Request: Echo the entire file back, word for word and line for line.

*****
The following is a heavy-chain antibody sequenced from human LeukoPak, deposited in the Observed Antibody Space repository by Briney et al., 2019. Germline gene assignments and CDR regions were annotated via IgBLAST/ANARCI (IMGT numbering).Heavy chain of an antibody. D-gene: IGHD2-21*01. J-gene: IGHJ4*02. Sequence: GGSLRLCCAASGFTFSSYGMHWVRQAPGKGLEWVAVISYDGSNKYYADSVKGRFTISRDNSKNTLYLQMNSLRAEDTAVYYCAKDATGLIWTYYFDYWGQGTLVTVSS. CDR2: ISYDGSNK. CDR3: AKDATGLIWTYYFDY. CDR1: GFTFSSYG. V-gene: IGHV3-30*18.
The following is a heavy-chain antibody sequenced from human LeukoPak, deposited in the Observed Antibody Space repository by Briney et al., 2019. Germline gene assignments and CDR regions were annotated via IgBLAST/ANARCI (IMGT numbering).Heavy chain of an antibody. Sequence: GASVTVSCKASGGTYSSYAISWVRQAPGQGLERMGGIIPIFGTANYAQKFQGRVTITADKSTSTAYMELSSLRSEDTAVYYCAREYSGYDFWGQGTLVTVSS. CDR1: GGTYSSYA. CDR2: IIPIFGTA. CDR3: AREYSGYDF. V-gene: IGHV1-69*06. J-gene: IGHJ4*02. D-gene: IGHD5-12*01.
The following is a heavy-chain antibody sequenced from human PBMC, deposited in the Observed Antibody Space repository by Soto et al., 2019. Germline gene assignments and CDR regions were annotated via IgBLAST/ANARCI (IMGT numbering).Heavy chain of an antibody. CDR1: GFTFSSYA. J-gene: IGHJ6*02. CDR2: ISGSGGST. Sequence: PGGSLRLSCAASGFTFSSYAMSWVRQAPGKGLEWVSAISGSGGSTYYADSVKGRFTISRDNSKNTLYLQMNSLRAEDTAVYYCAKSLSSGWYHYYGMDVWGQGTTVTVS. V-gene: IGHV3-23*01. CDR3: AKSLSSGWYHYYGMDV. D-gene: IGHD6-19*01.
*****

The following is a heavy-chain antibody sequenced from human LeukoPak, deposited in the Observed Antibody Space repository by Briney et al., 2019. Germline gene assignments and CDR regions were annotated via IgBLAST/ANARCI (IMGT numbering).Heavy chain of an antibody. D-gene: IGHD2-21*01. J-gene: IGHJ4*02. Sequence: GGSLRLCCAASGFTFSSYGMHWVRQAPGKGLEWVAVISYDGSNKYYADSVKGRFTISRDNSKNTLYLQMNSLRAEDTAVYYCAKDATGLIWTYYFDYWGQGTLVTVSS. CDR2: ISYDGSNK. CDR3: AKDATGLIWTYYFDY. CDR1: GFTFSSYG. V-gene: IGHV3-30*18.
The following is a heavy-chain antibody sequenced from human LeukoPak, deposited in the Observed Antibody Space repository by Briney et al., 2019. Germline gene assignments and CDR regions were annotated via IgBLAST/ANARCI (IMGT numbering).Heavy chain of an antibody. Sequence: GASVTVSCKASGGTYSSYAISWVRQAPGQGLERMGGIIPIFGTANYAQKFQGRVTITADKSTSTAYMELSSLRSEDTAVYYCAREYSGYDFWGQGTLVTVSS. CDR1: GGTYSSYA. CDR2: IIPIFGTA. CDR3: AREYSGYDF. V-gene: IGHV1-69*06. J-gene: IGHJ4*02. D-gene: IGHD5-12*01.
The following is a heavy-chain antibody sequenced from human PBMC, deposited in the Observed Antibody Space repository by Soto et al., 2019. Germline gene assignments and CDR regions were annotated via IgBLAST/ANARCI (IMGT numbering).Heavy chain of an antibody. CDR1: GFTFSSYA. J-gene: IGHJ6*02. CDR2: ISGSGGST. Sequence: PGGSLRLSCAASGFTFSSYAMSWVRQAPGKGLEWVSAISGSGGSTYYADSVKGRFTISRDNSKNTLYLQMNSLRAEDTAVYYCAKSLSSGWYHYYGMDVWGQGTTVTVS. V-gene: IGHV3-23*01. CDR3: AKSLSSGWYHYYGMDV. D-gene: IGHD6-19*01.